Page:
Wars don’t just happen on enormous battlefields–they are also conducted in secret meetings, back door deals, and one-on-one in conference rooms. Sometimes the talks that occur in these situations can alter the course of the war. That was the known case for at least one country.
In World War II, Italy was a nation that initially aligned itself with Hitler and the Nazis. By the summer of 1943, Italian officials knew they had made a huge error in doing so, and wanted to switch over to the Allied side instead.
One man, General Maxwell (Max) Davenport Taylor, was instrumental in helping the Italians strike a bargain with the Allies. Mussolini had been ousted, and General Pietro Badoglio and Victor Emmanuel III were installed in Rome instead.
Taylor was asked by Dwight D. Eisenhower to help Italy get on the right side of the war. Eisenhower would later say of Taylor: “The risks he ran were greater than I asked any other agent or emissary to take during the war.”
It was July 1943 when Italian dictator Benito Mussolini was finally imprisoned. The new Italian leaders publicly kept siding with Germany, but meanwhile quietly negotiated to join the Allies, and a secret peace treaty was signed. Italy wanted to surrender, and in return, the Allies agreed to help prevent Rome’s takeover by the Nazis.
In what was coined Operation Giant II, British and American troops landed in key locations in Italy, including Sicily and Salerno.
The Allies disembarked quietly and slowly over the course of a few days, trying to avoid alerting the nearby German forces. However, once landed, they could not directly approach Rome by plane, for the risk of running into Nazi anti-aircraft fire was too great.
In order for the Allies to accomplish their proposed maneuvers successfully, Italy was asked to provide cover for the 82nd Airborne Division when it parachuted in close to five air strips near Rome. Italian officials quickly agreed – and that made General Taylor, and his colleague General Matthew Ridgway, exceptionally ill at ease.
Were the Italians promising something they could not deliver, out of fear of losing control of Rome to Germany?
The generals decided that Taylor and Colonel William Gardiner, an intelligence officer, would go to Rome to study the mission’s feasibility. They wanted a better idea of just what the Allies were getting into.
They left for Rome on September 7 in a British patrol boat. Once on land again, they climbed into a military ambulance and pretended to be prisoners caught at sea, complete with Italian “guards,” in case any Germans spotted them along the way. In that manner, they had to drive 75 nerve-racking miles to Rome.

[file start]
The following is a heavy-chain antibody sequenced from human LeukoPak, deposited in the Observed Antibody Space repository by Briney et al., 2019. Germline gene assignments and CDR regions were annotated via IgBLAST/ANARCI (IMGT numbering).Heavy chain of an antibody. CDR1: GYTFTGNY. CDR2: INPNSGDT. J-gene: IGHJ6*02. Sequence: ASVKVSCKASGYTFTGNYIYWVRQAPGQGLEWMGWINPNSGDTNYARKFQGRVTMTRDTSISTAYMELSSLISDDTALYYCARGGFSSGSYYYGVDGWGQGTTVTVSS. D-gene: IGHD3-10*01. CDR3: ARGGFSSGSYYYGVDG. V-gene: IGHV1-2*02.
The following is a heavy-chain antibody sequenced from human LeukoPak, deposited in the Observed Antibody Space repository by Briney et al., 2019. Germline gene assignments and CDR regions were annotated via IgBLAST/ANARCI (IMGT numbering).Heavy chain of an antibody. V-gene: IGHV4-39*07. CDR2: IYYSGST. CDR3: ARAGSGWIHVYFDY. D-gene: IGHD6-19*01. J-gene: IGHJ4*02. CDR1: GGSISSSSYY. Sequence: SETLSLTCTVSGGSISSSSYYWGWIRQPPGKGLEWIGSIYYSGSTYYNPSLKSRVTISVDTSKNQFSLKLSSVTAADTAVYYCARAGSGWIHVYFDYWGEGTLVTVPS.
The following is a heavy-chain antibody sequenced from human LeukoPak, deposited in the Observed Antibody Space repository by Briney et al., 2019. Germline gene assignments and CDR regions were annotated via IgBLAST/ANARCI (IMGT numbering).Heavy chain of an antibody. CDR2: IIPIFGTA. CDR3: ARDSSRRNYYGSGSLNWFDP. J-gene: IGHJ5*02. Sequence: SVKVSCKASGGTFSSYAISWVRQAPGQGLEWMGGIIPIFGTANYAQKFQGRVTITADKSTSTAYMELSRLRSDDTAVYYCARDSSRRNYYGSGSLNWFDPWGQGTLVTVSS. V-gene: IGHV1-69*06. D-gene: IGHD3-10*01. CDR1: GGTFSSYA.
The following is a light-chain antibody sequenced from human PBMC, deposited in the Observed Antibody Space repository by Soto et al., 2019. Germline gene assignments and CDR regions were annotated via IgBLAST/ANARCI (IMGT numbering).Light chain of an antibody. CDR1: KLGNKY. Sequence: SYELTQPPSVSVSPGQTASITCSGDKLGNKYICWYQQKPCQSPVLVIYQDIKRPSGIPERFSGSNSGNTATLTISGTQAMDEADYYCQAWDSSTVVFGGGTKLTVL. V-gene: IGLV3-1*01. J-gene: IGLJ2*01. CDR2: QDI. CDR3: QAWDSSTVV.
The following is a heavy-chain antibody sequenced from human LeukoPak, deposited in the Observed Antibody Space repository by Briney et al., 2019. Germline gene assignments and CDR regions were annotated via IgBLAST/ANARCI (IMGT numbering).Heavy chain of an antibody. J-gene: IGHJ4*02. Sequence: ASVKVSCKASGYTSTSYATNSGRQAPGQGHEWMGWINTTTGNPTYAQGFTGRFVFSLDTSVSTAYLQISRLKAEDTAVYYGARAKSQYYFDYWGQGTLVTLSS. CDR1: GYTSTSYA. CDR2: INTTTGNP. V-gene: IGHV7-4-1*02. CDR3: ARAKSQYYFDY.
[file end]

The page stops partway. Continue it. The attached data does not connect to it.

Once safely ensconced in their quarters, they realized Italian officials were stalling. But why was Italian Chief of Staff Castellano dragging things out?
Any delays meant the Germans had time to reinforce troops near Rome, they insisted, and the prediction proved correct. German soldiers were, in fact, holding up Italian supply lines. Italian officials finally acknowledged that they could not ensure the safety of Allied troops at the airfields near Rome.
Taylor demanded to see the Prime Minister, whom they woke at about 2 a.m. Taylor and Gardiner soon realized that Bagdolio, too, was terrified of the Germans.
Like his generals, he was more afraid of Germany’s revenge for Italy’s armistice than he was anxious to help the Allies secure his country. He believed that if he and his men did not help the Allies, the Nazis would be less harsh when the Armistice was announced.
After relaying these developments to Eisenhower, Taylor was ordered back to North Africa. This return journey was pulled off without incident, but Taylor said afterwards that his flight back was incredibly stressful, as they could have been shot from the sky at any moment.
Read another story from us: Before Paris, There was Rome: the Forgotten Front
By the time the Armistice was announced on September 8, 1943, Germany had increased its presence near Rome enough to simply disarm Italian soldiers.
Those who did attack the Germans were murdered on the spot. The Italians paid a huge price for their indecision when the time came to change sides in a bloody, brutal war.